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IOSELLO v. LAWRENCE

United States District Court, N.D. Illinois, Eastern Division


August 18, 2005.

CHRISTOPHER IOSELLO, Plaintiff,
v.
VICTOR LAWRENCE, doing business as LEXINGTON LAW FIRM, Defendant.

The opinion of the court was delivered by: RONALD GUZMAN, District Judge

MEMORANDUM OPINION AND ORDER

Plaintiff filed a class action complaint alleging violations of the Credit Repair Organizations Act ("CROA"), 15 U.S.C. § 1679 et seq., and the Illinois Consumer Fraud and Deceptive Business Practices Act ("ICFA"), 815 ILL. COMP. STAT. 505/2 et seq. Before the Court is plaintiff's objection to Magistrate Judge Michael T. Mason's Report and Recommendation in which he recommends that plaintiff's motion for class certification be denied. For the following reasons, the Court adopts Magistrate Judge Mason's Report and Recommendation and denies plaintiff's motion to certify a class.

FACTS

  In this class action, Christopher Iosello has sued Victor Lawrence d/b/a Lexington Law Firm ("Lexington") alleging that Lexington's business practices do not comply with the CROA or ICFA. He alleges that he contracted with Lexington Law Firm for credit repair services via the Internet, mail and telephone during 2002. (Second Am. Compl. ¶ 6.) The terms of the contract were set forth on an Internet site maintained by Lexington. (Id. ¶ 6; id. Exs. A & B.) Plaintiff paid approximately $145.00 to Lexington for credit repair services pursuant to such contract, which was refunded in full by Lexington. (Id. ¶ 8.) Plaintiff alleges that Lexington's contract violates the CROA in three ways: (1) it has insufficient and improper disclosures; (2) it makes false or misleading representations; and (3) it contains an unlawful payment scheme. (Id. ¶¶ 11-44.) Plaintiff further alleges that the CROA violations also constitute violations of the ICFA as deceptive and unfair business practices. (Id. ¶¶ 53-59.)

  He alleges that Lexington's procedures do not comply with three separate statutorily required disclosure statements of the CROA. First, plaintiff alleges that Lexington's written disclosure statement does not mirror the language and direction of 15 U.S.C. § 1679c(a) and (b). Second, plaintiff alleges that Lexington's contract cancellation disclosure does not comply with 15 U.S.C. § 1679d(b)(4). Third, plaintiff alleges that Lexington does not properly disclose the right of consumers to cancel their contract as required by a "Notice of Cancellation" under 15 U.S.C. § 1679e.

  Fourth, plaintiff alleges that Lexington made false or misleading representations in violation of the CROA, 15 U.S.C. § 1679d(a)(3), which states that no person may "make or use any untrue or misleading representation of the services of the credit repair organization." These allegations center on claims that Lexington's website, contract and disclosures imply it will write letters on a Lexington letterhead signed by a Lexington attorney, but instead Lexington sends letters to credit bureaus in its customers' names. (Id. ¶¶ 21-26.)

  Finally, plaintiff alleges that Lexington's fee structure, charging a $75.00 file initialization fee and $35.00 per month charge for services performed thereafter, violates several provisions of the CROA. Plaintiff alleges this violates 15 U.S.C. § 1679b(b), which states that "[n]o credit repair organization may charge or receive any money or other valuable consideration for the performance of any service which the credit repair organization has agreed to perform for any consumer before such service is fully performed." (Id. ¶¶ 27-34.) Plaintiff also alleges that Lexington's fee structure does not disclose, in writing, "the total amount of all payments to be made by the consumer to the credit repair organization or to any other person" as required by 15 U.S.C. § 1679d(b)(1). (Id. ¶¶ 35-40.) In addition, plaintiff alleges that Lexington's estimated length of period to perform does not comply with 15 U.S.C. § 1679d(b)(2)(B). (Id. ¶¶ 41-42.)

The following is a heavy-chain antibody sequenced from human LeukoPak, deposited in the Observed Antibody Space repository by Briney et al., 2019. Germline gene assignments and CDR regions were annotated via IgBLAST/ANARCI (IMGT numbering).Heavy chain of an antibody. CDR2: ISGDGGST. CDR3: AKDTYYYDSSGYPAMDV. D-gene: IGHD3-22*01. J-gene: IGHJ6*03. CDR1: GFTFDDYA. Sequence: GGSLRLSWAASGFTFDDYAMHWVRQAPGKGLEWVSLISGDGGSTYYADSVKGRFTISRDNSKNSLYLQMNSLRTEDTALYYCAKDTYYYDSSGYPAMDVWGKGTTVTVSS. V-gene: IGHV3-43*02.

Plaintiff's Second Amended Complaint also alleges two class action claims. Plaintiff's CROA claim is brought on behalf of a class consisting of all persons who contracted with Lexington on or after a date five years prior to the filing of this action. (Id. ¶ 45.) Plaintiff's ICFA claim is brought on behalf of a class consisting of all persons with an Illinois address who contracted with Lexington on or after a date three years prior to the filing of this action. (Id.)

  Plaintiff seeks certification of two classes. The CROA Class is defined as "all consumers who paid a fee to, or were charged a fee by, Lexington Law Firm or Victor Lawrence for the purpose of challenging inaccurate, misleading, or unverifiable negative items on their credit reports between Feb. 10, 1998 and the present." (Pl.'s Mot. Incorporating Mem. Supp. Mot. Class Certification ("Pl.'s Obj.") at 2.) The ICFA Class is defined as "all consumers located in Illinois who paid a fee to Lexington Law Firm or Victor Lawrence for the purpose of challenging inaccurate, misleading, or unverifiable negative items on their credit reports between Feb. 10, 2000 and the present." (Id.) DISCUSSION